The plot, as thin and goofy as it is, has some interesting moments. I especially enjoyed the segments done inside the lobby of the Hyatt Regency in San Francisco and the way it takes advantage of the glass elevators there. The scene involving actor Ron Carey blowing up a picture that he took there in order to solve a crime is cool because it goes back to the old way of developing film, which will be a good education for today’s younger viewers who are more used to digital.

The performances are first-rate with Brooks in an uncharacteristic straight part though he still gets in a few zany moments including a segment where he’s a baby who falls from his high-chair. Leachman though steals it in a brilliant send-up of Nurse Ratched from One Flew Over the Cuckoo’s Nest. In fact it’s her contorted face with no make-up and a faint mustache that leaves a lasting impression. She has stated that she disliked doing the role, but it’s so hilarious that I wished her part had been given a wider storyline.

My Rating: 7 out of 10

Released: December 25, 1977

Runtime: 1 Hour 34 Minutes

Rated PG

Director: Mel Brooks

Studio: 20th Century Fox

Available: DVD, Blu-ray, Amazon Video, YouTube

Cops and Robbers (1973)

By Richard Winters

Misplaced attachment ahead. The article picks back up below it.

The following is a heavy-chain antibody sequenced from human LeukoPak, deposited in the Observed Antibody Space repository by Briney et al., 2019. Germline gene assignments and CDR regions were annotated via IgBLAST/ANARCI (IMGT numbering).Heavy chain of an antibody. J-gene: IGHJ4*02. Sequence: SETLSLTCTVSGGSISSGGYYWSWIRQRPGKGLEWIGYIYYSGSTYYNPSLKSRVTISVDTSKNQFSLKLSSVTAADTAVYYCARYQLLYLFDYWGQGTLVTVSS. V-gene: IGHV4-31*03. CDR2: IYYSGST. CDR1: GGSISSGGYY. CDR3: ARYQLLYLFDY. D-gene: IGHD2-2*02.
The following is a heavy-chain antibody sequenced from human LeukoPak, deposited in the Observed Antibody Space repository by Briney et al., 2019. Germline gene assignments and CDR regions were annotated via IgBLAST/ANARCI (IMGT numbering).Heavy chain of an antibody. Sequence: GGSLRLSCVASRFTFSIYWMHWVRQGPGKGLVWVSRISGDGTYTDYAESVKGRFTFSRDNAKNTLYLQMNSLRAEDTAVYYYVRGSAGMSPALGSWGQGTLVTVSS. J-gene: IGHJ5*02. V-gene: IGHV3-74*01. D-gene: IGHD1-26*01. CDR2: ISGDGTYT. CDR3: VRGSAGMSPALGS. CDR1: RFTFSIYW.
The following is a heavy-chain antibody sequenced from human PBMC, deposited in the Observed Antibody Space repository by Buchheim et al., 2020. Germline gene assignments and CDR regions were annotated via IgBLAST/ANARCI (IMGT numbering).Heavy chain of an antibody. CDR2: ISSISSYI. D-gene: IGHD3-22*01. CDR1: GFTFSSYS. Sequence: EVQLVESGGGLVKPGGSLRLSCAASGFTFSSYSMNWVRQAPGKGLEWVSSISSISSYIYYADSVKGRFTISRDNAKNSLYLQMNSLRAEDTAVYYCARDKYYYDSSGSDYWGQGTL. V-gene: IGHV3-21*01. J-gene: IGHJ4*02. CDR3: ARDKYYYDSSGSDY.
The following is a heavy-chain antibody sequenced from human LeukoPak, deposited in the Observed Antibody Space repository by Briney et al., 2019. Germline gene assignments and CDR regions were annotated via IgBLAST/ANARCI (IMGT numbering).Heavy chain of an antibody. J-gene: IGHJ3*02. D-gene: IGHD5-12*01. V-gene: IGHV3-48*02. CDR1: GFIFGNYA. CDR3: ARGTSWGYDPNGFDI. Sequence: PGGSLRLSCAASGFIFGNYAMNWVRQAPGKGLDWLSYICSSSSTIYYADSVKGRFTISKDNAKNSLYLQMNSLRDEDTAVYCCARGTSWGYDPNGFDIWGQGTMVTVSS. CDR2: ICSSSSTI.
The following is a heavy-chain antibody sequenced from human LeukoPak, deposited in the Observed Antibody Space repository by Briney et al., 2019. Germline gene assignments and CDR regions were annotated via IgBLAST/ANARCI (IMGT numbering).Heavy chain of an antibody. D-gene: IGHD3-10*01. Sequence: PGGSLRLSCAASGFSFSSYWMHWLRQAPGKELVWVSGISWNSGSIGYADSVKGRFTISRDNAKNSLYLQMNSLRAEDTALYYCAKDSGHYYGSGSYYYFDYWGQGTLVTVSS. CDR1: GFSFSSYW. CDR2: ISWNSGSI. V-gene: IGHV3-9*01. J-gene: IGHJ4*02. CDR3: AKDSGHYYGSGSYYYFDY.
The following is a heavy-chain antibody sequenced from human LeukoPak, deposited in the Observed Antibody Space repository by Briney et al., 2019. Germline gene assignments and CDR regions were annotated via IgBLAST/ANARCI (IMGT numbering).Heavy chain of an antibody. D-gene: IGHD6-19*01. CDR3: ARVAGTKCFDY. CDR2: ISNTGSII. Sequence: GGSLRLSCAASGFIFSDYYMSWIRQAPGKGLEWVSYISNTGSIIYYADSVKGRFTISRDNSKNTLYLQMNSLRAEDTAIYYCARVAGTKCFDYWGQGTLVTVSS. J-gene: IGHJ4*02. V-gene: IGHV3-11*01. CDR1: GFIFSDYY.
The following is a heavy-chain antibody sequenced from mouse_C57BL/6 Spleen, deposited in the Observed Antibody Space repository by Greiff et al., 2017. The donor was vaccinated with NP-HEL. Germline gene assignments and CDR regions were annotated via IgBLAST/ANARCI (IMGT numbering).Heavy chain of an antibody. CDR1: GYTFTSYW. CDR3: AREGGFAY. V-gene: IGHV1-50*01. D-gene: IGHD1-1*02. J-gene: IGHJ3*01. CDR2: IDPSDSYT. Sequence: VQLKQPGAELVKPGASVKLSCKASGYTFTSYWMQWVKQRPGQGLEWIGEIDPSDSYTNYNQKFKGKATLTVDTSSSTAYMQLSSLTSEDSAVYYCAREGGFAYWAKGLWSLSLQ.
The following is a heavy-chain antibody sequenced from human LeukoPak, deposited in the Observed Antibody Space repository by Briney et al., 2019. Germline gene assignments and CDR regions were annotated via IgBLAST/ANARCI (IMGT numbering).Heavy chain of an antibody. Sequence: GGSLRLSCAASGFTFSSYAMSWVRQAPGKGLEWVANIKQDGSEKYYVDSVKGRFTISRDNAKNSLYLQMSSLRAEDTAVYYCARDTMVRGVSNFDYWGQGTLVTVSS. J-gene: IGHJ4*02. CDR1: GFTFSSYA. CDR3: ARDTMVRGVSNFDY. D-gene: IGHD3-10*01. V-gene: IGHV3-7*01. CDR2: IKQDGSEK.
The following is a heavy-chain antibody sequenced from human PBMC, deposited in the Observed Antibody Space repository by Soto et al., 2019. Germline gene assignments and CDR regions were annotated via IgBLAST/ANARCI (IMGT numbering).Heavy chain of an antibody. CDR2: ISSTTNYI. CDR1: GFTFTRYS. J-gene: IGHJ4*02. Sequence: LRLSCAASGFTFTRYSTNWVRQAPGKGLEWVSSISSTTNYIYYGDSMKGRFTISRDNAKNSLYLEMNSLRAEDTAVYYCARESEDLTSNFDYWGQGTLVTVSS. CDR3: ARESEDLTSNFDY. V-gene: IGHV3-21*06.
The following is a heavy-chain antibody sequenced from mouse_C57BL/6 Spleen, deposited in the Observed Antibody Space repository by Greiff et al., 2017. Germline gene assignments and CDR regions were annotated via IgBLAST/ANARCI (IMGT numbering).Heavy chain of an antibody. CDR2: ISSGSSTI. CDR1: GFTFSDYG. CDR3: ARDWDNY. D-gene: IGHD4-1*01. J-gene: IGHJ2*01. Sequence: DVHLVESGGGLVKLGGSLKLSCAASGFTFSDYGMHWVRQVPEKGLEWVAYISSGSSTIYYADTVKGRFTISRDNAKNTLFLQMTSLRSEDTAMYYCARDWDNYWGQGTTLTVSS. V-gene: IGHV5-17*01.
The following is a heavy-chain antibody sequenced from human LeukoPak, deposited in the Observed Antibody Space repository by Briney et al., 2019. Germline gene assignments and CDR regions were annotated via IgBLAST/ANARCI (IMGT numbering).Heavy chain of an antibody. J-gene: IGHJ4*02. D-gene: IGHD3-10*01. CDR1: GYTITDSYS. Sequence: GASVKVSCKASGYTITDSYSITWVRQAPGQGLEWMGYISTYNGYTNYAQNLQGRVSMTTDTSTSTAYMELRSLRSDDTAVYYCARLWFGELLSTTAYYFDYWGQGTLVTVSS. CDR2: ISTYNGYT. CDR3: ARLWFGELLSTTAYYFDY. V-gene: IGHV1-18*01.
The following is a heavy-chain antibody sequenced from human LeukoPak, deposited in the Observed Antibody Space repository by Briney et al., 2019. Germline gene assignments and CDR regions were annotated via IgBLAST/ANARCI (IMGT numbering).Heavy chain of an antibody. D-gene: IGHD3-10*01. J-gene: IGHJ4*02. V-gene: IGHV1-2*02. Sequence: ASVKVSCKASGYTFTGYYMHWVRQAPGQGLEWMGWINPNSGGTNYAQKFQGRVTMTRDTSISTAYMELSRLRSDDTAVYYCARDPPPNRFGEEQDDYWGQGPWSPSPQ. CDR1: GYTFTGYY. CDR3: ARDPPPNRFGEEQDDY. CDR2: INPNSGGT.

My Rating: 8 out of 10

4-Word Review: Cops become the robbers.

Tom (Cliff Gorman) and Joe (Joseph Bologna) are two New York City policemen who are tired of their jobs and want to retire from the working world, but can’t because they need to support their families. They decide the only solution is to commit a heist by working with a local mob boss (John P. Ryan) to rob a Wall Street brokerage firm out of  bonds that cannot be traced. The two come up with an elaborate scheme  to pull it off during the day while the place is still open and they’re still in uniform. At first things go smoothly, but then two other cops show up forcing Tom and Joe to destroy the bonds they’ve just gotten their hands onto in order to avoid getting caught. While this helps them out of their immediate jam it still gets reported to the press that the place was robbed making the crime boss believe he has been taken advantage of and compelled to get revenge.